The horse's nerves, like her own, were on edge, and he pulled badly, his smooth satiny neck growing dark and seamed with sweat; Diana needed all her knowledge to control him, and she began to wonder if when they came to the camp she would be able to stop him. She topped an undulation that was some little distance from the tents with misgivings, and wrapped the reins round her hands to prevent them slipping through her fingers. As they neared she saw the Sheik standing outside his tent, with a tall, thin man beside him. She had only a glimpse of dark, unruly hair and a close-cut beard as she shot past, unable to pull up The Dancer. But just beyond the tent, with the reins cutting into her hands, she managed to haul him round and bring him back. A couple of grooms jumped to his head, but, owing to his peculiar tactics, landed short, and he pranced to his own satisfaction and Diana's rage, until the amusement of it passed and he let himself be caught. Diana had done nothing to stop him once she had managed to turn him. If the horse chose to behave like a fool she was not going to be made to look foolish by fighting him when she knew that it was useless. In the hands of the men he sidled and snorted, and, dropping the reins, Diana pulled off her gloves and sat for a moment rubbing her sore hands. Then the Sheik came forward and she slid down. Before looking at him she turned and, catching at The Dancer's head, struck him angrily over the nose with her thick riding-gloves and watched him led away, plunging and protesting, pulling the gloves through her fingers nervously, until Ahmed Ben Hassan's voice made her turn.

"Diane, the Vicomte de Saint Hubert waits to be presented to you."

She drew herself up and the colour that had come into her face drained out of it again. Slowly she glanced up at the man standing before her, and looked straight into the most sympathetic eyes that her own sad, defiant ones had ever seen. Only for a moment, then he bowed with a conventional murmur that was barely audible.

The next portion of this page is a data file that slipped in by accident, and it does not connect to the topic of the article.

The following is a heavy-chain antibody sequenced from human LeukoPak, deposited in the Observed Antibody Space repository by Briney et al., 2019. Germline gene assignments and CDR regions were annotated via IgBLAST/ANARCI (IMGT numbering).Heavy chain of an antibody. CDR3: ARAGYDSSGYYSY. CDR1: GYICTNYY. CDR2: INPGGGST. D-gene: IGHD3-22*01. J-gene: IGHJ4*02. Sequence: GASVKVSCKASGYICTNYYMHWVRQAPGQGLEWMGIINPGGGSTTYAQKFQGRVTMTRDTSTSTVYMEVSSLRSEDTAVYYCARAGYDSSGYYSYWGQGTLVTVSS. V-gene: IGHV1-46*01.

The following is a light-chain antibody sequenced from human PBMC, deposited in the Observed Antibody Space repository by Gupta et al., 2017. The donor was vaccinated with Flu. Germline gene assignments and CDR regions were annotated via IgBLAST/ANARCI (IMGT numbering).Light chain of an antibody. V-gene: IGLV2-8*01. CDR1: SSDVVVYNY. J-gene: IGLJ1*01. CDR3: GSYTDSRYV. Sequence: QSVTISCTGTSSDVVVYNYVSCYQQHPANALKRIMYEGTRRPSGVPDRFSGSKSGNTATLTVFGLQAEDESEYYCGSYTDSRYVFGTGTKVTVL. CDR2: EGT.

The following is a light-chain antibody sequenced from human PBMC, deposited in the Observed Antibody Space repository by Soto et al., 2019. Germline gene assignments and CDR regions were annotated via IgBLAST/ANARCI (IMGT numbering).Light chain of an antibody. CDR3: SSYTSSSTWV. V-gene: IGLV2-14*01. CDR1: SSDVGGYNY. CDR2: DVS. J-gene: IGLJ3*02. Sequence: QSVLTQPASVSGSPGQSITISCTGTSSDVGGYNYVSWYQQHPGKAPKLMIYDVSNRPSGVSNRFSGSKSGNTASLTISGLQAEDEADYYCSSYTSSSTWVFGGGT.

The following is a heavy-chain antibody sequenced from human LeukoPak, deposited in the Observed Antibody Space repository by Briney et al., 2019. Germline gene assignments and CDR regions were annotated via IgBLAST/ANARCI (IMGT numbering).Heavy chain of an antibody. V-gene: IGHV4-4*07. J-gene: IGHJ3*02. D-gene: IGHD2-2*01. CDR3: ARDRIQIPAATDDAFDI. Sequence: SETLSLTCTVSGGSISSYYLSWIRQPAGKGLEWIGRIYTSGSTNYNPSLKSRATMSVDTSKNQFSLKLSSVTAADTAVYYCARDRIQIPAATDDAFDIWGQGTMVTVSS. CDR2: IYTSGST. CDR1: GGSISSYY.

His lack of words gave her courage. "Monsieur," she said coldly in response to his greeting, then turned to the Sheik without looking at him. "The Dancer has behaved abominably. Gaston, my hat, please! Thanks." And vanished into the tent without a further look at any one.

It was late, but she lingered over her bath and changed with slow reluctance into the green dress that the Sheik preferred—a concession that she despised herself for making. She had taken up the jade necklace when he joined her.

He turned her to him roughly, with his hands on her shoulders, and the merciless pressure of his fingers was indication enough without the black scowl on his face that he was angry. "You are not very cordial to my guest."

"Is it required of a slave to be cordial towards her master's friends?" she replied in a stifled voice.